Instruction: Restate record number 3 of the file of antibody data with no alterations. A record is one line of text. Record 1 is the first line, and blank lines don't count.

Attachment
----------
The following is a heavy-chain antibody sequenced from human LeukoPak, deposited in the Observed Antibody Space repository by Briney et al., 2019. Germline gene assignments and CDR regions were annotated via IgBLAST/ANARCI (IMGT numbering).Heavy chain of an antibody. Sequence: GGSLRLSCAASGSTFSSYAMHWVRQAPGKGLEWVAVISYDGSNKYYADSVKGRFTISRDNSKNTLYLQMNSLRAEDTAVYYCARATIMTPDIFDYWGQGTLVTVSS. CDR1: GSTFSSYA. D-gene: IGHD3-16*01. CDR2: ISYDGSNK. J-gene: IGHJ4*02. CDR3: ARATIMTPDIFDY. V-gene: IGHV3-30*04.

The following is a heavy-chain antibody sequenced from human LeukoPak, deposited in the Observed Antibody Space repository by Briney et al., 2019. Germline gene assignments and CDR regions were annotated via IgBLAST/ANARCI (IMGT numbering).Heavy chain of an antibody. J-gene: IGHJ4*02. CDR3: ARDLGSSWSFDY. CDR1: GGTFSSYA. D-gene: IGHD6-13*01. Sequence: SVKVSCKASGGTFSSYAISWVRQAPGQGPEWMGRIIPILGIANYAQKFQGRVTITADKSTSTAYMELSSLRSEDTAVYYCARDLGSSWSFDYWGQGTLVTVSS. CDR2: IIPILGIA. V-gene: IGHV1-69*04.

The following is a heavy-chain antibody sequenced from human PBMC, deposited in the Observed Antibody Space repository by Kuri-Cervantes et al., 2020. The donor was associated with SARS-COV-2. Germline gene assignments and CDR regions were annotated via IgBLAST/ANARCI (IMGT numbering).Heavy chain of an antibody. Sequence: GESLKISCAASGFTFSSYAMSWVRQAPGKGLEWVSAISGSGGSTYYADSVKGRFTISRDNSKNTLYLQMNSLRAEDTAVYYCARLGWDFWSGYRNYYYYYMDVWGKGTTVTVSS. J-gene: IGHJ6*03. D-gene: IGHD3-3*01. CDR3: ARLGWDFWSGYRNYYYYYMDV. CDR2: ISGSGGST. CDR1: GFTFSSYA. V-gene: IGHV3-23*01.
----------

The following is a heavy-chain antibody sequenced from human PBMC, deposited in the Observed Antibody Space repository by Kuri-Cervantes et al., 2020. The donor was associated with SARS-COV-2. Germline gene assignments and CDR regions were annotated via IgBLAST/ANARCI (IMGT numbering).Heavy chain of an antibody. Sequence: GESLKISCAASGFTFSSYAMSWVRQAPGKGLEWVSAISGSGGSTYYADSVKGRFTISRDNSKNTLYLQMNSLRAEDTAVYYCARLGWDFWSGYRNYYYYYMDVWGKGTTVTVSS. J-gene: IGHJ6*03. D-gene: IGHD3-3*01. CDR3: ARLGWDFWSGYRNYYYYYMDV. CDR2: ISGSGGST. CDR1: GFTFSSYA. V-gene: IGHV3-23*01.